The newspaper, which hailed the Persian Gulf War as proof that "force works," concluded that it would work in the Balkans too, providing Clinton sets aggressive war aims for the United States: "Having made this mess, the only thing that can redeem it is the removal from power of Milosevic. The crucial step is to declare removal as a goal."
The New York Times has been more cautious, but its editorial Friday advised intensifying the bombing while considering such options as "a limited invasion of 30,000 troops" to establish safe havens in Kosovo, or the use of 200,000 troops for a full-scale anti-Serb war.
The Los Angeles Times, in a front-page analysis the same day, wrote: "It is also becoming clear that, however distasteful and difficult it may be, President Clinton's options for avoiding the unthinkable debacle of a NATO defeat may soon be reduced to one: ground forces."
The newspaper noted that "in the corridors of the Pentagon, the subject of ground forces has already become Topic A, while in the halls of NATO headquarters in Brussels, officials have begun to talk openly about the inevitability of a deployment of ground forces to the region."The shift in the official debate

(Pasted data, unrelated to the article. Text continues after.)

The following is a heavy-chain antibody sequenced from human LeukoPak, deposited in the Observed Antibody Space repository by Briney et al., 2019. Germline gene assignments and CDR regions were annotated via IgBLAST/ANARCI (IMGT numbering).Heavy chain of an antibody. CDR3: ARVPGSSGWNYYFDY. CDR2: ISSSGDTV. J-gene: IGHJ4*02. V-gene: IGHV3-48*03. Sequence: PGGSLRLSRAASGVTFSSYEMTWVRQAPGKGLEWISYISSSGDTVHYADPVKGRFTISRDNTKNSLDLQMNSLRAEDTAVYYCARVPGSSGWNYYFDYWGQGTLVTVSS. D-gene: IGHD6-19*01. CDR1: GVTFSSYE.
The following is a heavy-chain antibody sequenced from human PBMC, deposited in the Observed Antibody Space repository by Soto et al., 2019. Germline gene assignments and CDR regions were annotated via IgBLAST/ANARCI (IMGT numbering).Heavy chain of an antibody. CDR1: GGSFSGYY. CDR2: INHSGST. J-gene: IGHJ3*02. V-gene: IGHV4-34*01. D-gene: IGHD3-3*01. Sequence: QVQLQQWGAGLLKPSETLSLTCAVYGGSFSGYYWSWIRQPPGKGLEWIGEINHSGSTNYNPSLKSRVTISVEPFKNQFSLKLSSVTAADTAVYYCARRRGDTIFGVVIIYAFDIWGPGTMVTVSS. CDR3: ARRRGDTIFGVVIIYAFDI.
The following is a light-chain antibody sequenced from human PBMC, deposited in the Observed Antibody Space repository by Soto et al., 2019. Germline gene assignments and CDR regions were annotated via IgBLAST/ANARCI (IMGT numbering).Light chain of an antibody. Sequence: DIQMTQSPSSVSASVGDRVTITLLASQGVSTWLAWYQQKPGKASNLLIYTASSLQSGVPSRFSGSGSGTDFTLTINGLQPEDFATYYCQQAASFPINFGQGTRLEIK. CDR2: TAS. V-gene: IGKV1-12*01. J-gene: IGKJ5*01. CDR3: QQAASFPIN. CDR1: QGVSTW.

It is worth pausing to consider the speed with which the terms of the official Washington debate over Balkan policy have changed. Only two weeks ago, the most sweeping military measure under consideration was Clinton's plan to dispatch 4,000 American troops, with Serbia's agreement, as part of a NATO force to patrol a cease-fire in Kosovo. Even this proposal was considered too risky by many congressional Republicans, and won approval by only a narrow 58-41 vote in the Senate. Now there is open discussion of an American-led invasion of Serbia, which could require a quarter million ground troops.
The servile US media attributes this shift in Washington to an outraged reaction against atrocities committed by Serb forces against the Kosovar Albanians. Aside from the questionable accuracy of the reports from inside Kosovo, it remains to be explained why similar or even greater atrocities--in Turkish Kurdistan, Chechnya, Sierra Leone, Sri Lanka and a dozen other countries--have not produced similar reactions in Congress, the White House and the Pentagon.